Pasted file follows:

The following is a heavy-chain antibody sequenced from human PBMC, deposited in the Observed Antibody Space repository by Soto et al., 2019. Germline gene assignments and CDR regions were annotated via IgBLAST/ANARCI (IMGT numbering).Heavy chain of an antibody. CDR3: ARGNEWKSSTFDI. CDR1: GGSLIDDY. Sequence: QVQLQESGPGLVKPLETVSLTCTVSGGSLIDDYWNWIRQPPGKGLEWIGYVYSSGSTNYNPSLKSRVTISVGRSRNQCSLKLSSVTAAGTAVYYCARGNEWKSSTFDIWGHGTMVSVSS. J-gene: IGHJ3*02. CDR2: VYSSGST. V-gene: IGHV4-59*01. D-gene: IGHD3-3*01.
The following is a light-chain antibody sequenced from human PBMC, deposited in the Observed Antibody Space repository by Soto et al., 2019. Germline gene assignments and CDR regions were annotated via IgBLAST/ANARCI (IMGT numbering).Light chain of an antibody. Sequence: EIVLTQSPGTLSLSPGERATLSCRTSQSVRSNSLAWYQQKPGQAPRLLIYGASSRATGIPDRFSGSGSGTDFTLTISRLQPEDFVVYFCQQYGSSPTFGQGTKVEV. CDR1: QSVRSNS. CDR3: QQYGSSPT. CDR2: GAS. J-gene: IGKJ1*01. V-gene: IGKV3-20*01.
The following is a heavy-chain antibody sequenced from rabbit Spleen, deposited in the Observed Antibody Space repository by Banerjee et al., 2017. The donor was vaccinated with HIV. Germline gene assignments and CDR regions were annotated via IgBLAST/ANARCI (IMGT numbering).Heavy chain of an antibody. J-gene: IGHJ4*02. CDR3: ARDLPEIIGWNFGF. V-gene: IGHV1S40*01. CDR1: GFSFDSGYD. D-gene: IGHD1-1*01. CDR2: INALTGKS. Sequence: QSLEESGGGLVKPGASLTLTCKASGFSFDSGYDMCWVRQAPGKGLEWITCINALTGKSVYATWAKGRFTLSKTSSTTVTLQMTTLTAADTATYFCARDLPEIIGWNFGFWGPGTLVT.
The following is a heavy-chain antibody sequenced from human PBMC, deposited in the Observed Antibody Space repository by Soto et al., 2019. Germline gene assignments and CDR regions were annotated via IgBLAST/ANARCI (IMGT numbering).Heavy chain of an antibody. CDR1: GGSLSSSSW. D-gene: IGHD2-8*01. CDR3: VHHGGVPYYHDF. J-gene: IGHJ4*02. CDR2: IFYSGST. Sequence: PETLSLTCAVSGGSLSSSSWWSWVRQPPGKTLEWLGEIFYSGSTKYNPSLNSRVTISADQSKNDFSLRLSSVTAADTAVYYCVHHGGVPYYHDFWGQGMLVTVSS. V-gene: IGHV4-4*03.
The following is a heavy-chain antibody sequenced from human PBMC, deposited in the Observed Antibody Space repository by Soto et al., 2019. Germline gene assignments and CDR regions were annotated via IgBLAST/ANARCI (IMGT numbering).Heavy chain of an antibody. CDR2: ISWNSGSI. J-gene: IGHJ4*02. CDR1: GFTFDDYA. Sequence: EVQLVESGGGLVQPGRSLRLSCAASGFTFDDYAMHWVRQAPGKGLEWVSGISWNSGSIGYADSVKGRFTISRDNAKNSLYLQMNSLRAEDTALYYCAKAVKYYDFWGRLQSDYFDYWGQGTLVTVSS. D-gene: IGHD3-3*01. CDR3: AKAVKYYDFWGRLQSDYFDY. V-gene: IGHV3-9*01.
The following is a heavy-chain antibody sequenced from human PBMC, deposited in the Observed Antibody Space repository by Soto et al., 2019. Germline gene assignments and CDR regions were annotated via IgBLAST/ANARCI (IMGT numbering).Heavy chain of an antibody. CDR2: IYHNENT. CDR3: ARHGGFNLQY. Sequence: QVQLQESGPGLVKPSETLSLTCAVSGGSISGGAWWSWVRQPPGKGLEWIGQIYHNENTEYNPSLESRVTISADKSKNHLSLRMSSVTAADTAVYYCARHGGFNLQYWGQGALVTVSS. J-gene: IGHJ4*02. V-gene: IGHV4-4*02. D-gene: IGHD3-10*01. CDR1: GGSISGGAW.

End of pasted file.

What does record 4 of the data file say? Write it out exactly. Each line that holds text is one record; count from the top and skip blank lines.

The following is a heavy-chain antibody sequenced from human PBMC, deposited in the Observed Antibody Space repository by Soto et al., 2019. Germline gene assignments and CDR regions were annotated via IgBLAST/ANARCI (IMGT numbering).Heavy chain of an antibody. CDR1: GGSLSSSSW. D-gene: IGHD2-8*01. CDR3: VHHGGVPYYHDF. J-gene: IGHJ4*02. CDR2: IFYSGST. Sequence: PETLSLTCAVSGGSLSSSSWWSWVRQPPGKTLEWLGEIFYSGSTKYNPSLNSRVTISADQSKNDFSLRLSSVTAADTAVYYCVHHGGVPYYHDFWGQGMLVTVSS. V-gene: IGHV4-4*03.